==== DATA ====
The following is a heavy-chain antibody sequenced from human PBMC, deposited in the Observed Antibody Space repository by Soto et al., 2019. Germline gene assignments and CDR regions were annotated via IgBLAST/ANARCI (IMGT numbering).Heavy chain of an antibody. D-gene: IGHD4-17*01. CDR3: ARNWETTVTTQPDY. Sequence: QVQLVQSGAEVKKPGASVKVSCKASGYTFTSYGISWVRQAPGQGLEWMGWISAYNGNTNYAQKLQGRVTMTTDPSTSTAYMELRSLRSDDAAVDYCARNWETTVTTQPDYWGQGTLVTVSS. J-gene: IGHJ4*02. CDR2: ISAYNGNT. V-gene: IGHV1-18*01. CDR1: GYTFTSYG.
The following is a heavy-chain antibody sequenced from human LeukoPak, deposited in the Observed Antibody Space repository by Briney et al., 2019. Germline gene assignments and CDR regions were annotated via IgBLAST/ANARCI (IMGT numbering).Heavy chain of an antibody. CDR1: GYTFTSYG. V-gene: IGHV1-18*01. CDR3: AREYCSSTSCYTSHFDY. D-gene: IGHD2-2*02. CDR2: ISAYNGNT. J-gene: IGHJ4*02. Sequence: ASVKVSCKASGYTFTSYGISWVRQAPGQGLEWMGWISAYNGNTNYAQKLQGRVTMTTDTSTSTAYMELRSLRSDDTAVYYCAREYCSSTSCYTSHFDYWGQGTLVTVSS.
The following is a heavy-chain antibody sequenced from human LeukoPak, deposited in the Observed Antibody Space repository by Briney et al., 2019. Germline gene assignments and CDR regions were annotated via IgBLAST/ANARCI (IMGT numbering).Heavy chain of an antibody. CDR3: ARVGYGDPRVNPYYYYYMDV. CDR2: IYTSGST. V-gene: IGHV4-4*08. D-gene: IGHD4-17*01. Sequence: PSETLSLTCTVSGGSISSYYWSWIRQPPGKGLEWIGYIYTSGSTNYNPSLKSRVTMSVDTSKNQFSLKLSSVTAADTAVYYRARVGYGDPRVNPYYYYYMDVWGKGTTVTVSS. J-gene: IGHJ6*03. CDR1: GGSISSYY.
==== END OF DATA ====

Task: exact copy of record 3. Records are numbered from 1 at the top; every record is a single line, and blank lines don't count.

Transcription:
The following is a heavy-chain antibody sequenced from human LeukoPak, deposited in the Observed Antibody Space repository by Briney et al., 2019. Germline gene assignments and CDR regions were annotated via IgBLAST/ANARCI (IMGT numbering).Heavy chain of an antibody. CDR3: ARVGYGDPRVNPYYYYYMDV. CDR2: IYTSGST. V-gene: IGHV4-4*08. D-gene: IGHD4-17*01. Sequence: PSETLSLTCTVSGGSISSYYWSWIRQPPGKGLEWIGYIYTSGSTNYNPSLKSRVTMSVDTSKNQFSLKLSSVTAADTAVYYRARVGYGDPRVNPYYYYYMDVWGKGTTVTVSS. J-gene: IGHJ6*03. CDR1: GGSISSYY.